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    Children's Asthma & Air Pollution in 2nd Trimester

    Preliminary research finds timing of exposure an important element

    WebMD News from HealthDay

    By Mary Elizabeth Dallas

    HealthDay Reporter

    MONDAY, May 19, 2014 (HealthDay News) -- Babies born to women exposed to fine particle air pollution during the second trimester of pregnancy may be at greater risk for developing asthma in early childhood, according to a new study.

    Fine particle air pollution, which can be inhaled deeply, is linked to the greatest health risks, researchers cautioned. These particles can be found in smoke and haze.

    "We know that mothers' exposure to air pollution during pregnancy can affect lung development of their babies and lead to subsequent respiratory disorders, including asthma, although little is known about whether timing of the exposure is important to consider," said the study's lead author, Yueh-Hsiu Mathilda Chiu, from the department of pediatrics at Icahn School of Medicine at Mount Sinai in New York City.

    "In our study, we assessed whether higher exposure to particulate air pollution at more specific time windows in pregnancy were particularly linked to higher asthma risk in urban children," Chiu said in an American Thoracic Society news release.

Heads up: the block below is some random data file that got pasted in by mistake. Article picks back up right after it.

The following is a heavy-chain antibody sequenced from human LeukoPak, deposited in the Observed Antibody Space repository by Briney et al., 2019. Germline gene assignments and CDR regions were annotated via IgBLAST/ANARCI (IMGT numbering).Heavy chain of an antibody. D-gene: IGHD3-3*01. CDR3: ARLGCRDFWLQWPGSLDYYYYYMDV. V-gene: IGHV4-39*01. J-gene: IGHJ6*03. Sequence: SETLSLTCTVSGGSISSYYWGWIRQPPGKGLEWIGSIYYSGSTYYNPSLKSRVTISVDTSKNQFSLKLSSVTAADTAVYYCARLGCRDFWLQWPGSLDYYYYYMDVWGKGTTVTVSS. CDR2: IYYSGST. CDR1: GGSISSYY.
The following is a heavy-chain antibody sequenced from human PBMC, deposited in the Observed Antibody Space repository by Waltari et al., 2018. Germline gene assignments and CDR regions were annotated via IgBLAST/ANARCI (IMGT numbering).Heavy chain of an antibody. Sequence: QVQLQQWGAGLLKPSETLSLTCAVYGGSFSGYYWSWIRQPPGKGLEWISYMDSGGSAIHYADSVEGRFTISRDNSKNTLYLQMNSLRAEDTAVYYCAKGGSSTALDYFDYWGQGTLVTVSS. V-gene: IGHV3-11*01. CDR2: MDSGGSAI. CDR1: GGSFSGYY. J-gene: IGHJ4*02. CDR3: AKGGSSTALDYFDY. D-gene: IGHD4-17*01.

The researchers followed over 400 children to age 7 years and their mothers. Daily exposure to air pollution from traffic, power plants and other sources in the prenatal period was estimated based on where the mothers lived.

    The study, scheduled for presentation Monday at the annual meeting of the American Thoracic Society in San Diego, revealed exposure to higher levels of fine particles in the second trimester of pregnancy had the strongest association with greater prevalence of asthma. This was particularly true for the children born to mothers who were not obese, the researchers found.

    "It is possible that the effect of maternal obesity, another known risk factor of childhood asthma onset, may be so strong that it was difficult to determine additional effects of air pollution among children born to obese mothers in this setting," the researchers wrote.

    Dr. Rosalind Wright, the study's senior investigator, said it's important to "continue to improve air quality and minimize exposure to pregnant women throughout the entire pregnancy for a host of health reasons. [But] pinpointing the gestational period during which air pollution has the greatest effects on the developing lung may add to our understanding of the mechanisms underlying this relationship," she said in the news release.

    Data and conclusions presented at meetings are typically considered preliminary until published in a peer-reviewed medical journal.

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